“It’s a great country,” Alvarez says, “but it is very unlivable for most of the people here. I feel that way all the time. Just driving down the street, I’m pleading with people, ‘Please don’t crash into me,’ because that would set me off, financially, for a while.
“It’s my own disillusionment, that there is no American dream.”
The production is directed by Jon Lawrence Rivera, who gave Alvarez his entrée to L.A. theater. Rivera — who runs another L.A. company, Playwrights’ Arena — checked out Alvarez’s student work at the urging of a USC professor, and a bond quickly formed.
“There was something really, truly authentic about his depiction of Filipinos in the United States,” Rivera says, “and I felt I was hearing a fresh new voice.” He presented the student-begun “Ruby, Tragically Rotund” in 2009.
“These are American stories, not just Filipino American stories,” adds Rivera, who has now directed four of Alvarez’s plays. “His canvas is really a bigger canvas, telling stories about living in the United States — about being displaced, about identity crisis. People get something out of it that is true for them.”
Having participated in playwrights labs run by theaters across the city, Alvarez has ties to a number of companies. “America Adjacent” grew out of a play nurtured in Skylight’s lab. “He’s tenacious,” Skylight’s producing artistic director, Gary Grossman, says. “He’s never settling; he’s always working and he’s always listening.”
An actor before he was a writer, Alvarez performed in “Bloodletting” and “Fixed.”
He has been thoroughly immersed in theater since junior high, when he landed his first role in a children’s theater production. He pursued acting as an undergraduate at Sarah Lawrence College and as a graduate student at the ART/MXAT (American Repertory Theater/Moscow Art Theater) Institute at Harvard — and performed in New York — before reassessing and switching to writing.
Moving to L.A. in 2004, he became a member of USC’s inaugural class in a master of fine arts program in dramatic writing. He credits the local playwrights who instructed him there — principally Velina Hasu Houston (“Tea”), Oliver Mayer (“Blade to the Heat”) and Luis Alfaro (“Mojada: A Medea in Los Angeles”) — as mentors.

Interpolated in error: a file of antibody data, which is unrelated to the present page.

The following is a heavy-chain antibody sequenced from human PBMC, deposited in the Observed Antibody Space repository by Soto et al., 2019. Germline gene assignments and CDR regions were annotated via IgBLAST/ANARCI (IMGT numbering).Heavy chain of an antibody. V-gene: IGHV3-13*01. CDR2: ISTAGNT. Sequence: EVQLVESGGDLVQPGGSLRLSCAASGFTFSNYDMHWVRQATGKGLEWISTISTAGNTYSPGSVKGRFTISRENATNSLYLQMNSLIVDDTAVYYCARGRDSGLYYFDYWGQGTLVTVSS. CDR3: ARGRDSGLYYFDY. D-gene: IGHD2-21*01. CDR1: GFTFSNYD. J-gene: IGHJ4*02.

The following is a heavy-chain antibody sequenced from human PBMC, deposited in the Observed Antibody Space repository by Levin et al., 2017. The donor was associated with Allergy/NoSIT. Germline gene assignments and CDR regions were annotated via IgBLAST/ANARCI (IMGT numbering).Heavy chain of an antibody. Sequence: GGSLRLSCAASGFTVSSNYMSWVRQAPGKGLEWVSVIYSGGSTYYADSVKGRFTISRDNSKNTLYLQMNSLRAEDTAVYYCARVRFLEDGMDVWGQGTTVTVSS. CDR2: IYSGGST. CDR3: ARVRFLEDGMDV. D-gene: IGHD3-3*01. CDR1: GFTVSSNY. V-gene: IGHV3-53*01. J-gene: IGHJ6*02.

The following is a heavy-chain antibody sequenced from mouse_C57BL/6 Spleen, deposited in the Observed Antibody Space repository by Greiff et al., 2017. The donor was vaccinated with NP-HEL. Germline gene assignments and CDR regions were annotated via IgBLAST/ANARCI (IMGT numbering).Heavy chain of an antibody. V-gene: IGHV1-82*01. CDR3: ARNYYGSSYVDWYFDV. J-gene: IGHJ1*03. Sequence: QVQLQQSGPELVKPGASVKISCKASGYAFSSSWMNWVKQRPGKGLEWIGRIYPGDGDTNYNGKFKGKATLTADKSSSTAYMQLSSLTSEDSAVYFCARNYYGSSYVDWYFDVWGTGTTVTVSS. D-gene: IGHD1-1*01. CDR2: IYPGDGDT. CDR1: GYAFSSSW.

When he graduated three years later, the Playwrights’ Arena production of “Ruby, Tragically Rotund” was already in the works.
A decade in, Alvarez’s career has reached a classic good news/bad news point. “I think people think I’m more successful than I am,” he says. Yes, he’s been steadily produced in L.A.’s small theaters: three shows by Playwrights’ Arena and one each by Coeurage, Echo and Skylight. But “most playwrights are making their money in TV,” he says, a medium in which he has tried but not yet secured a gig. “I just don’t have enough friends who are creators of shows yet,” he jokes.
Nor does he have an agent for his writing, although he does for acting.
For the bulk of his income, Alvarez teaches — including at least one class a semester as an adjunct professor at USC — and makes himself available as a script consultant to other writers.
His roster of projects-in-the-works includes one about the 1904 World’s Fair in St. Louis, for which 1,000 Filipinos were shipped in to inhabit a re-created Philippines; another about European Jews who found refuge in the Philippines during World War II; and one prompted by the fact that 2017 Las Vegas shooter Stephen Paddock had a Filipina girlfriend.
They’re all stories of outsiders, and for Alvarez, being an outsider has been an inside track to achievement.
“I’m still trying to find my place,” Alvarez says. “I think that’s why my plays don’t really offer solutions or timelines. My plays just offer you things to think about, from multiple lenses.”
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Where: Skylight Theatre, 1816½ N. Vermont Ave., Los Feliz
When: 8:30 p.m. Fridays-Saturdays, 3 p.m. Sundays and, beginning March 4, 8 p.m. Mondays; ends March 24
Info: (213) 761-7061, skylighttheatre.org